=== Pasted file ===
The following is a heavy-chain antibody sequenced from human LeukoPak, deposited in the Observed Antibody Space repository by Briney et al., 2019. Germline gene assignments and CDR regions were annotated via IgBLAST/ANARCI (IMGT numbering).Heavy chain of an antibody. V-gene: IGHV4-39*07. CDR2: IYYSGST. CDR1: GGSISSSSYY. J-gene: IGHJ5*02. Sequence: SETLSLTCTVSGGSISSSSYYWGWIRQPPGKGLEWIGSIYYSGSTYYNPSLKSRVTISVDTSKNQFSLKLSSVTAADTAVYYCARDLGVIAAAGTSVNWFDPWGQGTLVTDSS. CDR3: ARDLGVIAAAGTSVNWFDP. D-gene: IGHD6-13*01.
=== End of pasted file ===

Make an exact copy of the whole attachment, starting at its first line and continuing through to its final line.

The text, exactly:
The following is a heavy-chain antibody sequenced from human LeukoPak, deposited in the Observed Antibody Space repository by Briney et al., 2019. Germline gene assignments and CDR regions were annotated via IgBLAST/ANARCI (IMGT numbering).Heavy chain of an antibody. V-gene: IGHV4-39*07. CDR2: IYYSGST. CDR1: GGSISSSSYY. J-gene: IGHJ5*02. Sequence: SETLSLTCTVSGGSISSSSYYWGWIRQPPGKGLEWIGSIYYSGSTYYNPSLKSRVTISVDTSKNQFSLKLSSVTAADTAVYYCARDLGVIAAAGTSVNWFDPWGQGTLVTDSS. CDR3: ARDLGVIAAAGTSVNWFDP. D-gene: IGHD6-13*01.